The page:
XXII, 3, 12: Eusebium super his, cui erat Constantiani thalami cura commissa, alte spirantem addixere et dirum poenae letali, quem ab ima sorte ad usque iubendum imperatoria paene elatum, ideoque intolerabilem, humanorum spectatrix
Adrastia, aurem (quod dicitur) uellens, monensque ut castigatius uiueret, reluctantem, praecipitem tamquam e rupe quodam egit excelsa.
While Friedberg explores the origins of the flaneuse in emerging consumer and film culture, Gleber, writing about Weimar culture, finds the predecessor of the female flaneur in the female moviegoer: "The spectatrix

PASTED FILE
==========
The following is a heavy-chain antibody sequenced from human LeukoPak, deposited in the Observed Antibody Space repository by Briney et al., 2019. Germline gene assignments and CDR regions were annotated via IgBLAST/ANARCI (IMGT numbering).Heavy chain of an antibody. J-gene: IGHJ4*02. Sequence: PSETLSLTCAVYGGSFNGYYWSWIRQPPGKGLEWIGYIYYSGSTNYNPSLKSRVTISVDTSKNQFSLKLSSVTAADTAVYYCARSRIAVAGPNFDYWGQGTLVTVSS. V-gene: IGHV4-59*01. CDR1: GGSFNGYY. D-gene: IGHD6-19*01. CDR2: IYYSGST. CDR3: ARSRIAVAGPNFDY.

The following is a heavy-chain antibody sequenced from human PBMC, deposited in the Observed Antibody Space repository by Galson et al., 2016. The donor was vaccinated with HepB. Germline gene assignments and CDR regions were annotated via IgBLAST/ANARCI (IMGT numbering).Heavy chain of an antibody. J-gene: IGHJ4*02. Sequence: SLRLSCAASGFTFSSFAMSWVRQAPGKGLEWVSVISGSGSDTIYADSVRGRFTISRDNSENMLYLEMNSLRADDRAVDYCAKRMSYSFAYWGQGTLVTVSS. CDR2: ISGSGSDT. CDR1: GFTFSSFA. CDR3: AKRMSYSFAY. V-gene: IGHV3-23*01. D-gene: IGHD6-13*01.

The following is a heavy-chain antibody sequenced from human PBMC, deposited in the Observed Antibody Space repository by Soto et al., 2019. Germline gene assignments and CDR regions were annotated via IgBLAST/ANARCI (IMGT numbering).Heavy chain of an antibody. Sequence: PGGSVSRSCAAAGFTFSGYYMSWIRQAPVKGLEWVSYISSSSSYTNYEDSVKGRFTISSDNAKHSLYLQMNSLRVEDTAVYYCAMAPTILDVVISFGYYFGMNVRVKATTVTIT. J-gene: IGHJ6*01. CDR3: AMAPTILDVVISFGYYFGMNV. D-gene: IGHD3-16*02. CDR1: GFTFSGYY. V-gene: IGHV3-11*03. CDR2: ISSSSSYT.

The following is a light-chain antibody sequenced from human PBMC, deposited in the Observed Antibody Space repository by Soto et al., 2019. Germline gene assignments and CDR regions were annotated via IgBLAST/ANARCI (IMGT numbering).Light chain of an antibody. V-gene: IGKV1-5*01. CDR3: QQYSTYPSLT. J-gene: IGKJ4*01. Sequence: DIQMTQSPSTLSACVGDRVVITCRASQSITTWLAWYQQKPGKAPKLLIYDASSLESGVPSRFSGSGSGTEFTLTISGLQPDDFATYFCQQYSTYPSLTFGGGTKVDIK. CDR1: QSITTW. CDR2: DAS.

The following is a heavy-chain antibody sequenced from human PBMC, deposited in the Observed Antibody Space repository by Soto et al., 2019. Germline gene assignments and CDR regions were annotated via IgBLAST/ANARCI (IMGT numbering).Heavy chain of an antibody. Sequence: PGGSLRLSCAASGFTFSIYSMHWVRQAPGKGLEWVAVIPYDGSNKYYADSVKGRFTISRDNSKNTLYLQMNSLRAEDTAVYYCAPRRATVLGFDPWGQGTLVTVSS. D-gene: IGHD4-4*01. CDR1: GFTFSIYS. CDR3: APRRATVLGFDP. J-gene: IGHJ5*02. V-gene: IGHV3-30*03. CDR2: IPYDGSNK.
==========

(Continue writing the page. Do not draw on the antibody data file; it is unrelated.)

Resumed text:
in the movie theatre," she argues, "is therefore a kind of prototype of the female flaneur, a moving spectator in the streets" (186).
Both Giuliana Bruno and Anne Friedberg (20) have identified this overlooked gender element in the history of spectatorship: that this spectatrix
was in fact the original "spectator.
Never powerful enough to confess directly and completely to the audience in her own words, a woman storyteller speaks in fragments to onstage interlocutors and becomes the narratee and spectatrix
of her own life.